"It's so hard to put tangible figures to it:" Examining climate change impacts on Inuit mental health in Nunatsiavut, Labrador.

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Middleton, Jacqueline

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University of Guelph


Transformational climate change across the Circumpolar North is disrupting Indigenous Peoples’ access to land, sea, and ice, leading to emotional distress, interpersonal stress, anxiety, depression, substance use, and increased use of mental health services. While there are strong theoretical understandings of the mechanisms that link climate and mental health, there is relatively little known about how the mental health of the most climate-sensitive populations is being impacted. Therefore, this research used a community-driven population health approach to examine how weather and seasonality impacts Inuit mental health in Nunatsiavut, Labrador, Canada in the context of climate change. First, a scoping review explored global Indigenous climate-mental health relationships. This review characterized the ways in which the emotional and psychological impacts of climate are connected to changing place attachment, disrupted cultural continuity, forced human mobility, and intangible loss and damages. Then, to characterize the lived experiences of climate impacts on Inuit mental health, in-depth interviews from across Nunatsiavut (n=116 interviews) were analysed. Results indicated that weather impacted mental wellness through: shaping daily lived experiences including connection to place; altering mood and emotion on a transient basis; and seasonally influencing individual and community wellbeing. To examine these climate-mental health interconnections in Nunatsiavut, a regional time series analysis examined quantitative associations between temperature and mental health clinic visits. Mental health clinic visits significantly increased following warmer temperatures and decreased following temperature ranges that allow land use and access. These results demonstrated the important role that temperature plays in Inuit mental health; however, these impacts on mental health will not be uniformly distributed across communities. To understand the distribution of weather-mental health associations among communities, time series regression examined how place modified the effect of temperature on mental health clinic visits. No two communities had the same weather-mental health associations, demonstrating the extent to which place matters in the context of Inuit mental health and climate change. This work provides new insights into climate change impacts on mental health and has important research, policy, and planning implications for regions such as Nunatsiavut, which are already experiencing the fastest rates of warming on the planet.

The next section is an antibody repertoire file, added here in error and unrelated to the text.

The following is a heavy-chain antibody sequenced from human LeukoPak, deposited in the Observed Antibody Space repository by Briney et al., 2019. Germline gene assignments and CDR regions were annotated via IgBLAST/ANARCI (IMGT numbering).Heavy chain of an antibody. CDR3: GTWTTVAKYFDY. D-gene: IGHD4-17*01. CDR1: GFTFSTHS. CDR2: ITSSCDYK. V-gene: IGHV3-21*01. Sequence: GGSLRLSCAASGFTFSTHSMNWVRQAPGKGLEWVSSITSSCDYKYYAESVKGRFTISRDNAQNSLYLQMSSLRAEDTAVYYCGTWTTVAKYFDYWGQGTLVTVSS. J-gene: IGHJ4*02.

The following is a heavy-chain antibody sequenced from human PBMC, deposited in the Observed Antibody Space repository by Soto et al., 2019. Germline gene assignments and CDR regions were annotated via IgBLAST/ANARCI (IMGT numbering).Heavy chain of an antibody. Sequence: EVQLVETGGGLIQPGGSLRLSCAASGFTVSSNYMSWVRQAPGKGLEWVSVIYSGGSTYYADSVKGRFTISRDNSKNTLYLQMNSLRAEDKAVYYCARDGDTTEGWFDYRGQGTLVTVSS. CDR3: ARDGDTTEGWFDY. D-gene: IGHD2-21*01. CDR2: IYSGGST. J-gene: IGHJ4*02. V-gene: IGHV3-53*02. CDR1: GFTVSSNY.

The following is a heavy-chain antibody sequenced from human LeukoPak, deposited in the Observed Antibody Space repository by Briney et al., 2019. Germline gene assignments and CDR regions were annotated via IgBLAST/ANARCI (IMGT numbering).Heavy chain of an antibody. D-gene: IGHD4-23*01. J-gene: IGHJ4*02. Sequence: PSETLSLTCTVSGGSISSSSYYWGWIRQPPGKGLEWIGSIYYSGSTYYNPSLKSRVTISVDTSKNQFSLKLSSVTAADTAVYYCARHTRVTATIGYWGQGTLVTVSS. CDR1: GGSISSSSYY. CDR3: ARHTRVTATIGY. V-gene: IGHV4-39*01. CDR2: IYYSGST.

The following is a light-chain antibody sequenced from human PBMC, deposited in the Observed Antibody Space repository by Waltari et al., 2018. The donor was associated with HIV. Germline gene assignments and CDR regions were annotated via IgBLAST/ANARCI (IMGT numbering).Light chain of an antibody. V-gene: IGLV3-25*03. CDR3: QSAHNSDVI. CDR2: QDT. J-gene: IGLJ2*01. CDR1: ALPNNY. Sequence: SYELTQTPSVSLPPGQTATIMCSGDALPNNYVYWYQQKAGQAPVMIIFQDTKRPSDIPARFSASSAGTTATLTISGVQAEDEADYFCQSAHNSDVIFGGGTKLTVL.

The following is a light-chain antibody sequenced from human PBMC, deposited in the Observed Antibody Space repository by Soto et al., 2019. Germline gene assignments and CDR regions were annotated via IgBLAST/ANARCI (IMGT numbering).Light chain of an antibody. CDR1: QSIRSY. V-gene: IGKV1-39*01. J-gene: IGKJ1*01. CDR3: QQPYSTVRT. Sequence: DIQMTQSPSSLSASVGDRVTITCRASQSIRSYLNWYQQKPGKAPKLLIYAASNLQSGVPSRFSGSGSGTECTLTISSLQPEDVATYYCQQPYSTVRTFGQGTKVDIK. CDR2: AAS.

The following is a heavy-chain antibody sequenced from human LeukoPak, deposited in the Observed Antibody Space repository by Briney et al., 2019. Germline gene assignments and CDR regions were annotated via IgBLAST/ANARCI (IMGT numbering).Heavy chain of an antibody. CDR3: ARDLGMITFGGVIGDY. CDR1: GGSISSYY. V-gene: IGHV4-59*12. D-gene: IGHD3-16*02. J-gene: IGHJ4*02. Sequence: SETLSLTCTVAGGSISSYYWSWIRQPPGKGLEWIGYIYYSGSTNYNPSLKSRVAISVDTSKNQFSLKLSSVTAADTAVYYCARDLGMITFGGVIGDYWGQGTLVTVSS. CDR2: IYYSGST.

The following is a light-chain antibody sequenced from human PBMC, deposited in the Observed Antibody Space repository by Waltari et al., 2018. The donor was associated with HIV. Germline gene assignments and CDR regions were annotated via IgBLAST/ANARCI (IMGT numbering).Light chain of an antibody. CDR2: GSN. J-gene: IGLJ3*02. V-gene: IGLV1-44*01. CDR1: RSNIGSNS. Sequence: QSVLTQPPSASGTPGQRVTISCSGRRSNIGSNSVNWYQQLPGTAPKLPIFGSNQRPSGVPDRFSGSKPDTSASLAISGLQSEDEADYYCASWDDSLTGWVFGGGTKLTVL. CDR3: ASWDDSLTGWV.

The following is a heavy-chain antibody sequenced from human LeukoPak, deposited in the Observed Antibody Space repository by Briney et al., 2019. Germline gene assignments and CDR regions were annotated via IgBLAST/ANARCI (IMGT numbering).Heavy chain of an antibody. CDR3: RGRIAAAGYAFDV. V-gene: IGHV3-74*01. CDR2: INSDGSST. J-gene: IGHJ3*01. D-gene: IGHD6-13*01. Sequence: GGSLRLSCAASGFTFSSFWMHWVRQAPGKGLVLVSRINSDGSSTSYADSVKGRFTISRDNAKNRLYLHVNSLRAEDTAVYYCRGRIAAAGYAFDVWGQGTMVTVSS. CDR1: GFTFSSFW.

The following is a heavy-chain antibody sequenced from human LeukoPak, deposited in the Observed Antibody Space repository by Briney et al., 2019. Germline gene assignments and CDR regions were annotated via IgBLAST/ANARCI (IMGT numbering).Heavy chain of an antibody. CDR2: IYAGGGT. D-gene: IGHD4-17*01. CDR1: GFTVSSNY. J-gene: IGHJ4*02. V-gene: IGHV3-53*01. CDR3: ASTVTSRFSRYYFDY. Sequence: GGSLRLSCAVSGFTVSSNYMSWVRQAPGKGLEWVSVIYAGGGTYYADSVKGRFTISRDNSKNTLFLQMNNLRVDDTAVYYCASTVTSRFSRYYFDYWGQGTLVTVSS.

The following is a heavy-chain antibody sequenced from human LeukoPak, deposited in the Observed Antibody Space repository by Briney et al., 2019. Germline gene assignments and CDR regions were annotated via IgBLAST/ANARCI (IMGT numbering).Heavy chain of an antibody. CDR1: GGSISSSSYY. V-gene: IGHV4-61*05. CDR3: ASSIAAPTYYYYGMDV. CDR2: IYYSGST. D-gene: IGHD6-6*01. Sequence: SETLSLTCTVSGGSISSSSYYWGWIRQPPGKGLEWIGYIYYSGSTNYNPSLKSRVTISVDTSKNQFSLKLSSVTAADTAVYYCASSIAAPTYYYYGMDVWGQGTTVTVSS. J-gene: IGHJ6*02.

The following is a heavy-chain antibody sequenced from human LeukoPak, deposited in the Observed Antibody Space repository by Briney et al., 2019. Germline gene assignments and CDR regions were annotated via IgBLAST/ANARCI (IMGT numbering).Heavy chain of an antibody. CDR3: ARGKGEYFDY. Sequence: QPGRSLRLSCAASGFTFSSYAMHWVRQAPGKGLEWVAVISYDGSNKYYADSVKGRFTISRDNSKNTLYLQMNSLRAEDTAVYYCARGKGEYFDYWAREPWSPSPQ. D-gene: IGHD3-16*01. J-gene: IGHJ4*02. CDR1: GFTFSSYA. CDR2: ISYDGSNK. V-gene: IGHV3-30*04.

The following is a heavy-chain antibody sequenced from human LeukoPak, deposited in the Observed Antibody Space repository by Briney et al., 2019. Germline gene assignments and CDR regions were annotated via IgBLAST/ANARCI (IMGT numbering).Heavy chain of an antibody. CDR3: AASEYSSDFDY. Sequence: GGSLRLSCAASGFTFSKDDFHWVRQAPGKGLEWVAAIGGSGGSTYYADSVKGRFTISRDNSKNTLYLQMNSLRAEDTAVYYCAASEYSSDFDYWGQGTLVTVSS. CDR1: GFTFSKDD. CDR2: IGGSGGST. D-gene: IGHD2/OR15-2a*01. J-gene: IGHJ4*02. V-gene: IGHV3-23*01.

mental health, climate change, Inuit, Nunatsiavut, Circumpolar, weather, seasonality, mental wellness